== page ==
How the I1307K adenomatous polyposis coli gene variant contributes in the assessment of risk of colorectal cancer, but not stomach cancer, in a Turkish population

Dundar M. , Caglayan A. O. , Saatci C. , Karaca H., Baskol M. , Tahiri S., ...Daha Fazla

CANCER GENETICS AND CYTOGENETICS, cilt.177, sa.2, ss.95-97, 2007 (SCI İndekslerine Giren Dergi) identifier identifier identifier

  • Yayın Türü: Makale / Tam Makale
  • Cilt numarası: 177 Konu: 2
  • Basım Tarihi: 2007
  • Doi Numarası: 10.1016/j.cancergencyto.2007.05.015
  • Sayfa Sayıları: ss.95-97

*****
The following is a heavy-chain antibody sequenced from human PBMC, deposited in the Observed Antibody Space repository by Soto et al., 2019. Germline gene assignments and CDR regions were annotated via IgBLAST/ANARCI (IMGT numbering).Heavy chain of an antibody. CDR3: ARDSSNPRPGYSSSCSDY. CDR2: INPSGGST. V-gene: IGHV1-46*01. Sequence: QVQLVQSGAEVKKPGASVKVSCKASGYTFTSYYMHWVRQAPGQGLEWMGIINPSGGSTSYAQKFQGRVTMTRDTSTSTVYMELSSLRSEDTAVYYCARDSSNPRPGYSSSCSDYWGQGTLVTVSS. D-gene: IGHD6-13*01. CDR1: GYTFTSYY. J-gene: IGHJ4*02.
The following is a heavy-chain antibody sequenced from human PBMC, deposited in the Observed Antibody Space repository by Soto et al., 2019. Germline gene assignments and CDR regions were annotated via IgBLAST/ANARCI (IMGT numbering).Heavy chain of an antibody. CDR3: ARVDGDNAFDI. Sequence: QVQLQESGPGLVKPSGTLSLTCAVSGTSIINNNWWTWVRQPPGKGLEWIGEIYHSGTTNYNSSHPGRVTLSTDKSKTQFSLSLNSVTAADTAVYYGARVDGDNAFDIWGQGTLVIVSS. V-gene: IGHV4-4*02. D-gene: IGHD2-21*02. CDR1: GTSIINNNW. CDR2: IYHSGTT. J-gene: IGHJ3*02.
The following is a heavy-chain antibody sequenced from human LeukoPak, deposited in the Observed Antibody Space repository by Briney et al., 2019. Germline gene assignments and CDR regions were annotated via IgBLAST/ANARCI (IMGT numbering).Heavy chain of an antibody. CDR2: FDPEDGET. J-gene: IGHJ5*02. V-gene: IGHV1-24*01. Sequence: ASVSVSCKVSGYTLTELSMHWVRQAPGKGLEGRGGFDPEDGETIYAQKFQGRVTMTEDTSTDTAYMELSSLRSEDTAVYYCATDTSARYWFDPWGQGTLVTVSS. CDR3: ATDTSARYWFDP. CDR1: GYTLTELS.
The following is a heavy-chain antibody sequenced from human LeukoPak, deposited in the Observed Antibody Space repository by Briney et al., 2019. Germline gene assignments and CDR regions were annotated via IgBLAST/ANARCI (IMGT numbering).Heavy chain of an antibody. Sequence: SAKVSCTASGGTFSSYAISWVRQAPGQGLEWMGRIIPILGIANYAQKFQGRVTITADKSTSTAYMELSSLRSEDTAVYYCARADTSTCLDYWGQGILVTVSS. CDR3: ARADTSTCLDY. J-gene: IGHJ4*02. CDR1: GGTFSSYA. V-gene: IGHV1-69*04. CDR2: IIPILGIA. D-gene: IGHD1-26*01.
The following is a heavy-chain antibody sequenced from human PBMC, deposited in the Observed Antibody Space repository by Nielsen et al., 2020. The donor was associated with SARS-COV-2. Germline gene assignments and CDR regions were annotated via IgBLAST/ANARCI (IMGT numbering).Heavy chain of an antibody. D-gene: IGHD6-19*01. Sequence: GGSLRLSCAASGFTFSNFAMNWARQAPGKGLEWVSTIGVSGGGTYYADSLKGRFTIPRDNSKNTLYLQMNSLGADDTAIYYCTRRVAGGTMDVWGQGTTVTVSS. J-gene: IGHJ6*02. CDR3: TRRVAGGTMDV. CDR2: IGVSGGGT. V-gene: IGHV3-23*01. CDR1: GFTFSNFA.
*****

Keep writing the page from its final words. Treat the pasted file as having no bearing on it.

Germline and somatic truncating mutations of the adenomatous polyposis coli gene (APC) are thought to initiate colorectal tumor formation in familial adenomatous polyposis syndrome and sporadic colorectal carcinogenesis, respectively. Recently, an isoleucine-lysine polymorphism at codon 1307 (11307K) of the APC gene has been identified in 6-7% of the Ashkenazi Jewish population. To assess the risk of this common APC allelic variant in colorectal carcinogenesis, a cohort of unselected Turkish subjects with stomach or colorectal cancer (or both) was analyzed for the APC 11307K polymorphism. Genomic DNA was extracted from patients by obtaining all stomach and colon malign polipose tissues using nuclei lysis methods. Detection of the 11307K mutation was performed using the commercial Pronto APC kit according to the manufacturer's instructions. The APC 11307K allele was identified in 7 of 57 stomach carcinoma patients (12.3%; P > 0.05) and 30 of 56 colon carcinoma patients (53.6%; P < 0.05) using antigen-anticor interaction methods. Comparing the frequencies of the two separate population control groups, the APC 11307K allele is associated with an estimated relative risk of 1.9 for colorectal neoplasia. Furthermore, APC 11307K carriers had greater numbers of adenomas and colorectal cancers per patient than noncarriers. The conclusion is that the APC 11307K variant leads to increased adenoma formation and colorectal cancer. The estimated relative risk for carriers may justify specific clinical screening for Turkish people expected to harbor this allele, and genetic testing in the long term may significantly promote colorectal cancer prevention in this population. (c) 2007 Elsevier Inc. All rights reserved.